31/03/2014 - Hatching Olives Brown Trout and Grey Wagtails
Why do people have to leave their rubbish in the countryside? Today I spent about an hour and a half clearing rubbish which included bags of dog dirt, bottles, cans, crisp bags, coffee cups also the usual MacDonald’s rubbish and one mattress. By 11 o’clock I’d finished litter picking, I then chose a spot on the river shielded from the wind by a small copse where I enjoyed a mug of tea. A weak sun was trying to break through the cloud giving one an impression of warmth, a few olives were struggling to get airborne but trout were quicker off the mark. Those that did get away were quickly snaffled by a pair of Grey wagtails, I must have spent thirty minutes watching these birds with their acrobatic flying display marvelling how these birds seemed stop in one position fifteen twenty feet above the water flapping their wings to hold in position. Then suddenly diving down or flying upwards catching flies that were often minuscule in size.
A Pair of Grey Wagtails
One could only marvel at these Grey wagtails but they are not grey but yellow black and grey, just upstream a pair of Pied wagtails were feeding on flies. On a rock just upstream of the bridge a Dipper was bobbing up and down, then it disappeared into the water no doubt looking for nymphs. It’s amazing to watch these birds walk along the bed of the river and no doubt this dipper along with its mate will make a nest close to the far bank buttress of bridge which is over hung by a large willow.
Having watched these birds going about their business for some time I decided I should try and catch a trout, walking back to the car I decided I would put together two rods both nine foot Thomas and Thomas models a 3 weight for the dry fly work, the 4 weight for fishing upstream wet flies and nymphs. On the 4 weight rod I nail knotted a 12 foot fluorocarbon leader with a 3lb tippet to which I tied on a size 14 wet Greenwell’s Glory. On the 3 weight rod I attached a nine foot leader with a 3lb tippet then added another four feet of 3lb line followed by a foot of 3lb fluorocarbon tippet choosing a size 18 Adams that represents quite a few early season flies.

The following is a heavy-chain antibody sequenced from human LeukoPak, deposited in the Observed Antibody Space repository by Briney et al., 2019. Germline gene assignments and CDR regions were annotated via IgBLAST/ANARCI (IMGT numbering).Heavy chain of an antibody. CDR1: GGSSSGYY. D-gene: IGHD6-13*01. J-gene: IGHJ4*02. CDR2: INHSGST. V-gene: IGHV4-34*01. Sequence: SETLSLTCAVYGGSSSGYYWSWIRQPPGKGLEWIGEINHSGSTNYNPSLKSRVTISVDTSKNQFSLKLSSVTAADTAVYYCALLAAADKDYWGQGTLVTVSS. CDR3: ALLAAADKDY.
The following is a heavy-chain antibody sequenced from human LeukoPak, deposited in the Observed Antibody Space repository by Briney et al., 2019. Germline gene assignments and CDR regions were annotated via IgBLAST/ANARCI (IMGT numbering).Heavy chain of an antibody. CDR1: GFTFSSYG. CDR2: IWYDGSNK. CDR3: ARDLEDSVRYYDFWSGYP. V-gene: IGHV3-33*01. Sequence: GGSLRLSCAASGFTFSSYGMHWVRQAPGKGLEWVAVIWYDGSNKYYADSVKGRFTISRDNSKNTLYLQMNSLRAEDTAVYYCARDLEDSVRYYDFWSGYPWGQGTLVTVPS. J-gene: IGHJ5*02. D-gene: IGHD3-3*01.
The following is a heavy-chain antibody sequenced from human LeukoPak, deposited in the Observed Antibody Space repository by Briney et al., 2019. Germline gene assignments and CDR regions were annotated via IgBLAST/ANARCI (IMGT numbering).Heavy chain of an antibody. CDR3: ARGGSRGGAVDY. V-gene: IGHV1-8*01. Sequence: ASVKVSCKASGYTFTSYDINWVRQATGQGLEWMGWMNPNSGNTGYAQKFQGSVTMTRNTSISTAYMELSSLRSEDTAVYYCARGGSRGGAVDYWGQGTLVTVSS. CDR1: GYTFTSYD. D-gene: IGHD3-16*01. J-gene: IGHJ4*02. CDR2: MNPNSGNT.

Olives and Swirling Trout
Back on the river bank I sat quietly watching the surface for rising fish, upstream I heard a splash under the opposite bank I spotted a small dimple on the surface then a good swirl from a fish in midstream, a few more olives were now coming off as they did so the birds got more excited as did the trout. I watched one fish sipping down flies some ten foot out from the far bank. I could easily cover the fish from where I was sitting, all I needed was a thirty foot cast. Pulling off some line I made a roll cast a back cast then watched the line and finally the leader unfurled. The fly dropping like thistle down five feet upstream of the fish. It drifted down perfectly, a tiny swirl indicated the fly had been taken, I tightened into a fish that moved off fast downstream to the rapids under the bridge. It felt great feeling once more hooked up to a good fish on my three weight rod. The balanced tackle was more than capable in handling this fish, five minutes later I was getting line back on the reel, in midstream the fish swirled on the surface leaning the rod over to my left I exerted a bit more pressure and had the fish coming towards the bank. Sliding down the bank I stood in the water landing net gripped between my knees waiting for the fish to come within range. A minute or so later the fish was ready for netting, a good brown trout about 15inches fin and scale perfect it was unhooked and released.
Ten minutes later fish number two about 14 inches was hooked and again released when netted. For ten minutes lots of olives were coming off giving the impression of a mini yacht race with fish were rising everywhere. I quickly had two more fish then lost three fish in succession but no idea why I lost those fish, when I checked the hook point it was needle sharp. After a twenty minutes with no takes I quickly had two more nice fish around 12 inches then nothing so half an hour later I went off for a late lunch. Looking back on that session I realise how much I enjoy early season trout fishing seeing all the bird life going about their business of mating and nest building, in fact a blackbird is sitting on a clutch of eggs in a Holly bush. Finally watching those olives and smaller flies coming off, some to reproduce others to feed the birds and more sucked down by the trout. Long may it continue I just hope I have a few more years to come so I can continue to enjoy this type of fishing
Back to the News List